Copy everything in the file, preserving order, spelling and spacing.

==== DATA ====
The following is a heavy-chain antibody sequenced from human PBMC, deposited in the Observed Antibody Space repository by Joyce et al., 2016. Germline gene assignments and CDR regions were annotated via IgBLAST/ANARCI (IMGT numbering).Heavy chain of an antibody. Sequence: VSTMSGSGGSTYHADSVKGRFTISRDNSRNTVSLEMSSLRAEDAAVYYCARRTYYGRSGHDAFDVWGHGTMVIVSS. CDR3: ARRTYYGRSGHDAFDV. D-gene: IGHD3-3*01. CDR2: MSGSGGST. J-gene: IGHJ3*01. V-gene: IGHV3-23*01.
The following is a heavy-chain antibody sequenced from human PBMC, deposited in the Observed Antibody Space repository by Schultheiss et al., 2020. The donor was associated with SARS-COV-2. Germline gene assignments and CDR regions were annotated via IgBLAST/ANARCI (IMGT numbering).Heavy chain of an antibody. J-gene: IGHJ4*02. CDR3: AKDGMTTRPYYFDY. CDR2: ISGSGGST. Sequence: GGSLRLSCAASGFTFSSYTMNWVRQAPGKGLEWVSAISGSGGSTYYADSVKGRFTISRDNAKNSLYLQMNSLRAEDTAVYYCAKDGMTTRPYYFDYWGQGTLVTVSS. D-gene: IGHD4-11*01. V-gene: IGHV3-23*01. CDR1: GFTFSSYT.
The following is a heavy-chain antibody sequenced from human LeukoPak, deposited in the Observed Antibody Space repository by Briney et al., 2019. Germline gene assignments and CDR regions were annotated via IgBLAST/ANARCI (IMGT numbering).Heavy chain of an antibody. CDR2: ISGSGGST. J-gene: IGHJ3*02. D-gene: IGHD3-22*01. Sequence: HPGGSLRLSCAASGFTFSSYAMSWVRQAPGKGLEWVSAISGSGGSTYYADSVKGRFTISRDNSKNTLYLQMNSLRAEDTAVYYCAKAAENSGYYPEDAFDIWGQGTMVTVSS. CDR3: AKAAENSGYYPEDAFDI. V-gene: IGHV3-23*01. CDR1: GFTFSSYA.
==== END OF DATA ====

The following is a heavy-chain antibody sequenced from human PBMC, deposited in the Observed Antibody Space repository by Joyce et al., 2016. Germline gene assignments and CDR regions were annotated via IgBLAST/ANARCI (IMGT numbering).Heavy chain of an antibody. Sequence: VSTMSGSGGSTYHADSVKGRFTISRDNSRNTVSLEMSSLRAEDAAVYYCARRTYYGRSGHDAFDVWGHGTMVIVSS. CDR3: ARRTYYGRSGHDAFDV. D-gene: IGHD3-3*01. CDR2: MSGSGGST. J-gene: IGHJ3*01. V-gene: IGHV3-23*01.
The following is a heavy-chain antibody sequenced from human PBMC, deposited in the Observed Antibody Space repository by Schultheiss et al., 2020. The donor was associated with SARS-COV-2. Germline gene assignments and CDR regions were annotated via IgBLAST/ANARCI (IMGT numbering).Heavy chain of an antibody. J-gene: IGHJ4*02. CDR3: AKDGMTTRPYYFDY. CDR2: ISGSGGST. Sequence: GGSLRLSCAASGFTFSSYTMNWVRQAPGKGLEWVSAISGSGGSTYYADSVKGRFTISRDNAKNSLYLQMNSLRAEDTAVYYCAKDGMTTRPYYFDYWGQGTLVTVSS. D-gene: IGHD4-11*01. V-gene: IGHV3-23*01. CDR1: GFTFSSYT.
The following is a heavy-chain antibody sequenced from human LeukoPak, deposited in the Observed Antibody Space repository by Briney et al., 2019. Germline gene assignments and CDR regions were annotated via IgBLAST/ANARCI (IMGT numbering).Heavy chain of an antibody. CDR2: ISGSGGST. J-gene: IGHJ3*02. D-gene: IGHD3-22*01. Sequence: HPGGSLRLSCAASGFTFSSYAMSWVRQAPGKGLEWVSAISGSGGSTYYADSVKGRFTISRDNSKNTLYLQMNSLRAEDTAVYYCAKAAENSGYYPEDAFDIWGQGTMVTVSS. CDR3: AKAAENSGYYPEDAFDI. V-gene: IGHV3-23*01. CDR1: GFTFSSYA.